Injectable Medication Authorizations: Tips for Success

Injectable Medication Authorizations: Tips for Success

Make a point to learn drug coverage and payer requirements for billing.

It’s essential not to confuse vaccine injections with injectable medications. Injectable medications, for example, are reported with HCPCS Level II codes and vaccines are reported with CPT® codes. But that’s not all: In many instances, injectable medications require prior authorization — and the method for obtaining it isn’t always straightforward.

Medical Benefit vs. Pharmacy Benefit

Before obtaining an authorization, it’s important to understand the patient’s plan and what it requires. For example, many payers offer two types of benefits to cover the injectable drug: medical and pharmacy.

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The medical benefit is the portion of the plan in which drugs are covered under on the medical side, or what we like to call buy and bill. Buy and bill means the facility or provider has purchased the drug, and will bill the cost of the drug to the insurance company. The drug is administered from the provider or facility’s inventory; is covered for Medicare patients under Part B; and is billed on a CMS-1500 form or UB04 form. Office visits, laboratory tests, and imaging are other services billed under the medical benefit.

The pharmacy benefit, or pharmacy drug benefit (PDB), is the portion of the plan that covers prescriptions filled by a pharmacy. The PDB also may use an outside pharmacy to send the injectable drug to the facility or provider’s office for the service.

Payer Requirements

Most payers have medical, clinical, or pharmacy policies that outline exactly which drug requires an authorization or a list to reference. Don’t confuse some pharmacy policies with formulary lists, as this is usually reserved for drugs covered under the PDB. The list of injectable medications is usually comprised of the drug name (brand and generic) and HCPCS Level II code. It’s a good idea to familiarize yourself with the websites and where to find the information that you need (I usually save those web pages to my favorites, for easy access).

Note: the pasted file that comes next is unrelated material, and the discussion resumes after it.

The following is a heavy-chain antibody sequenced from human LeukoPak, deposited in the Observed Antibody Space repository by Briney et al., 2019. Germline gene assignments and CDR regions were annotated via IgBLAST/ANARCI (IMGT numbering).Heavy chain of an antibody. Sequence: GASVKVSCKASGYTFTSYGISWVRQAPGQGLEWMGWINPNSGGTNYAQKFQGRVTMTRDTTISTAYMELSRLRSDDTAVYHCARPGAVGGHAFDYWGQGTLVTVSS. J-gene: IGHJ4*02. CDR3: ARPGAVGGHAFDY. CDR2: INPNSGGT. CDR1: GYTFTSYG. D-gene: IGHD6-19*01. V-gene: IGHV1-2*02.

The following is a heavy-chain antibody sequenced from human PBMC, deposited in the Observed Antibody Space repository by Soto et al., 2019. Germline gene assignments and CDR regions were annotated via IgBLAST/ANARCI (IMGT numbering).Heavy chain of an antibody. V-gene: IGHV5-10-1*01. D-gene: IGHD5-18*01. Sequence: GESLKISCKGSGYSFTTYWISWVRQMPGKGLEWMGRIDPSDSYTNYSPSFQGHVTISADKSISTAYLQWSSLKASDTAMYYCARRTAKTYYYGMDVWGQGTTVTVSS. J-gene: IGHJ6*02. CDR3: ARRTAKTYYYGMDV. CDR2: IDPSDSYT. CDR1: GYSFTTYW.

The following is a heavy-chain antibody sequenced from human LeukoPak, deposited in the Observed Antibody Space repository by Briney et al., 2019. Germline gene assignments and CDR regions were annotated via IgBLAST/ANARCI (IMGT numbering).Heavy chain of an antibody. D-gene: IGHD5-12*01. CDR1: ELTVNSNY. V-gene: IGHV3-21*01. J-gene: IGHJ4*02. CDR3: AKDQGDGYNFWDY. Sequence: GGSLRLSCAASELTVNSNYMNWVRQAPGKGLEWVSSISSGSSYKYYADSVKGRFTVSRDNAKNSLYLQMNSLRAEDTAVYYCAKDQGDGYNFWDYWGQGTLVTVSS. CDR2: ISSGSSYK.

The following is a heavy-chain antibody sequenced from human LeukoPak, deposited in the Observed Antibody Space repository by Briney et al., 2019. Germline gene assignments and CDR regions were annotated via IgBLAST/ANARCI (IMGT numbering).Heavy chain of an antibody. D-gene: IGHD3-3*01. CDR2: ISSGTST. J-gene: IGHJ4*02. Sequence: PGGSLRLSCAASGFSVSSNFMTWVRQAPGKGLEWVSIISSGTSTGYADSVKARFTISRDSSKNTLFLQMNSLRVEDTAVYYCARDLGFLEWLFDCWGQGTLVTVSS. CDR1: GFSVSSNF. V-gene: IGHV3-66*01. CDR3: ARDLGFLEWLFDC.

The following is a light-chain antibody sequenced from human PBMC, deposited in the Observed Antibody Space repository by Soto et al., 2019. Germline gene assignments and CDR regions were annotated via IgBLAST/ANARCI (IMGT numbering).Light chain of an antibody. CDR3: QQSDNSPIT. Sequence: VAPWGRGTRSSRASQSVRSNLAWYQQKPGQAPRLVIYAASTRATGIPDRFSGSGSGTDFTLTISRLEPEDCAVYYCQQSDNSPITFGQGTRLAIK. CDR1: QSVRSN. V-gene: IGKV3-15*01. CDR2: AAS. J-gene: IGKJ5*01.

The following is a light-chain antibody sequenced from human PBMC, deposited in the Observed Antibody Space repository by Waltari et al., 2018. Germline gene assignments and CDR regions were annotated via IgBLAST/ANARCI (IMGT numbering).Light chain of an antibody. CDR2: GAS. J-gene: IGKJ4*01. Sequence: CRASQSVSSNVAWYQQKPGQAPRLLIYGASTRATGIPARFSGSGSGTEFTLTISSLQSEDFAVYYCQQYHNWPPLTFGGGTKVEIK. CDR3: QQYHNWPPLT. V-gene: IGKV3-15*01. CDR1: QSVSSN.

You don’t need to memorize all the policies; the more you see the drugs being requested, the more you’ll remember what is required. Payer policies follow the indications for drugs and what has been approved by the Food and Drug Administration. There are also local coverage determinations that will identify the same information. The policies usually include the covered diagnoses, the route (intravenous, intramuscular, and subcutaneous), dose, frequency, laboratory values, and possible drugs the patient has tried prior to starting this drug.

Note: This is not an all-inclusive list of what is included in a payer policy. For example, Entyvio® (used for Crohn’s disease) requires a tuberculosis screening prior to infusion, while the injectable drug Procrit® (used for red blood cell stimulation) requires hemoglobin values to be less than 10 g/dL.

The key to successful injectable medication submissions is:

  • Understanding what the payer is requesting;
  • Understanding the use of the medication;
  • Submitting the appropriate supporting clinical information (via portal clinical questions or faxed); and
  • Communicating with your providers about what payers want to see documented.

Submitting Prior Authorization

The preferred method of submitting prior authorizations is to use the payer portals. Portals may be set up to accept different types of authorizations; be sure to select the correct option to prevent delays or having to resubmit. The portals may allow you to register for access, or you may have to gain access through your facility’s administrator. Verify the process for your department.